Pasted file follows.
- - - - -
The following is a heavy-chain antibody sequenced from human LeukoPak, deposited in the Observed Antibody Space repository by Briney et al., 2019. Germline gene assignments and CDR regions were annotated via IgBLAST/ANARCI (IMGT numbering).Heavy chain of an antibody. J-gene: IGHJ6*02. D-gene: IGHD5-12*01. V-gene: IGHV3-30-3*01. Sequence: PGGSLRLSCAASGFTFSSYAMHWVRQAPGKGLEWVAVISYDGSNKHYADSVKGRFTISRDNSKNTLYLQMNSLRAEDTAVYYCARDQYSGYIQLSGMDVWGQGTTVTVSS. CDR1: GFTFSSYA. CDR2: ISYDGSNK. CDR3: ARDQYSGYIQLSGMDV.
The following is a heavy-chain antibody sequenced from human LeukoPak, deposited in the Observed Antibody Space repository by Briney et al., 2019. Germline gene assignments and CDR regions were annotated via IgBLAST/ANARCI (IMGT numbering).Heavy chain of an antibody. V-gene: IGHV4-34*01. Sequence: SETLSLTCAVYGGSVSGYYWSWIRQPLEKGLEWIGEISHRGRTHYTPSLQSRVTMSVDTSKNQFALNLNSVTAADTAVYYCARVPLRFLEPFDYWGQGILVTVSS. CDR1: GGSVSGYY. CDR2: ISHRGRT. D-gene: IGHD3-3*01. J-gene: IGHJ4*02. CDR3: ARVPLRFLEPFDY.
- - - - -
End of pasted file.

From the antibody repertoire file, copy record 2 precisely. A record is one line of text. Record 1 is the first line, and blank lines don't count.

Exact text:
The following is a heavy-chain antibody sequenced from human LeukoPak, deposited in the Observed Antibody Space repository by Briney et al., 2019. Germline gene assignments and CDR regions were annotated via IgBLAST/ANARCI (IMGT numbering).Heavy chain of an antibody. V-gene: IGHV4-34*01. Sequence: SETLSLTCAVYGGSVSGYYWSWIRQPLEKGLEWIGEISHRGRTHYTPSLQSRVTMSVDTSKNQFALNLNSVTAADTAVYYCARVPLRFLEPFDYWGQGILVTVSS. CDR1: GGSVSGYY. CDR2: ISHRGRT. D-gene: IGHD3-3*01. J-gene: IGHJ4*02. CDR3: ARVPLRFLEPFDY.